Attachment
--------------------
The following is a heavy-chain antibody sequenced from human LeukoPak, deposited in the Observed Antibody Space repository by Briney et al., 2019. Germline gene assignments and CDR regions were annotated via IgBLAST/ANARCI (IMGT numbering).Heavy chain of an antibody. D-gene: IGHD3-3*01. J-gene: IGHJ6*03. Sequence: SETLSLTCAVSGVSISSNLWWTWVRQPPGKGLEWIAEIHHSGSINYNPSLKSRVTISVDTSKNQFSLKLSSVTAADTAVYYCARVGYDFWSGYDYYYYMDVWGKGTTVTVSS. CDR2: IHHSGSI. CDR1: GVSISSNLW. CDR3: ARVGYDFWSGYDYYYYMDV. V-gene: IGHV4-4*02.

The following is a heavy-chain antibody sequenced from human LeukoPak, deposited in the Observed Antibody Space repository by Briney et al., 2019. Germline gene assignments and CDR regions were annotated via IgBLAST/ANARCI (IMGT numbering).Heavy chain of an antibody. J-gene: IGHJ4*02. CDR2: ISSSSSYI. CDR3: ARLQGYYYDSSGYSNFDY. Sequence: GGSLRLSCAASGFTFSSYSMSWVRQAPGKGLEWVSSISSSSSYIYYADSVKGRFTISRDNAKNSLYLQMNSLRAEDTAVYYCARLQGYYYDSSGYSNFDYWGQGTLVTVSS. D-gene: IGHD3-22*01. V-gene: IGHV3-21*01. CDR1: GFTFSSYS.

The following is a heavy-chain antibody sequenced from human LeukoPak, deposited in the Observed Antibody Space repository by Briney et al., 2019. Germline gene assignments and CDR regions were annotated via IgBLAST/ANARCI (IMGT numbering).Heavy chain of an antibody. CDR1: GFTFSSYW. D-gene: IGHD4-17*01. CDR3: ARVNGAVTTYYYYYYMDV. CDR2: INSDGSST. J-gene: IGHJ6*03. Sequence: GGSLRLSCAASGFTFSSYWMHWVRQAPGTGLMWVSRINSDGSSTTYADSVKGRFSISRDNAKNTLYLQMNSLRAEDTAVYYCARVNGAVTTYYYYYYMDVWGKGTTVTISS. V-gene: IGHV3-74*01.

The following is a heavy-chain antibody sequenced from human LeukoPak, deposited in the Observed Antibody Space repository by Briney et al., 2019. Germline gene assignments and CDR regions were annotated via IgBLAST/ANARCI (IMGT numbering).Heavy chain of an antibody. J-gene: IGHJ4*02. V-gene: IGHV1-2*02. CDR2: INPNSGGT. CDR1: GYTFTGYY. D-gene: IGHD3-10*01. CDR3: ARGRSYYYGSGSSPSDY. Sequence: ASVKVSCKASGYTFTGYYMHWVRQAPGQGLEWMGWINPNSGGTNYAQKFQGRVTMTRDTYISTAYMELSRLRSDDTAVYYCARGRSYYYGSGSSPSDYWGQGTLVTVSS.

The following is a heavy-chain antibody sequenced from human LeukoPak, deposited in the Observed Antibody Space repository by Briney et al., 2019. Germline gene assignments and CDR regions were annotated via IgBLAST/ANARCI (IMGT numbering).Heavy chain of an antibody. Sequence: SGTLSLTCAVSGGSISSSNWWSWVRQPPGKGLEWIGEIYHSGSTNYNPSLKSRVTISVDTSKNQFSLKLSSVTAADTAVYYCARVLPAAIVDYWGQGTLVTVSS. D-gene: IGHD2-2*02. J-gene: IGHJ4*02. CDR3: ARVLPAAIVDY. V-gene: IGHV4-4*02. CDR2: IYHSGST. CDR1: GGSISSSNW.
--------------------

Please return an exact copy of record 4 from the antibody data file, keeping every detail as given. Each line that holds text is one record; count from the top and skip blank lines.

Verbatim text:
The following is a heavy-chain antibody sequenced from human LeukoPak, deposited in the Observed Antibody Space repository by Briney et al., 2019. Germline gene assignments and CDR regions were annotated via IgBLAST/ANARCI (IMGT numbering).Heavy chain of an antibody. J-gene: IGHJ4*02. V-gene: IGHV1-2*02. CDR2: INPNSGGT. CDR1: GYTFTGYY. D-gene: IGHD3-10*01. CDR3: ARGRSYYYGSGSSPSDY. Sequence: ASVKVSCKASGYTFTGYYMHWVRQAPGQGLEWMGWINPNSGGTNYAQKFQGRVTMTRDTYISTAYMELSRLRSDDTAVYYCARGRSYYYGSGSSPSDYWGQGTLVTVSS.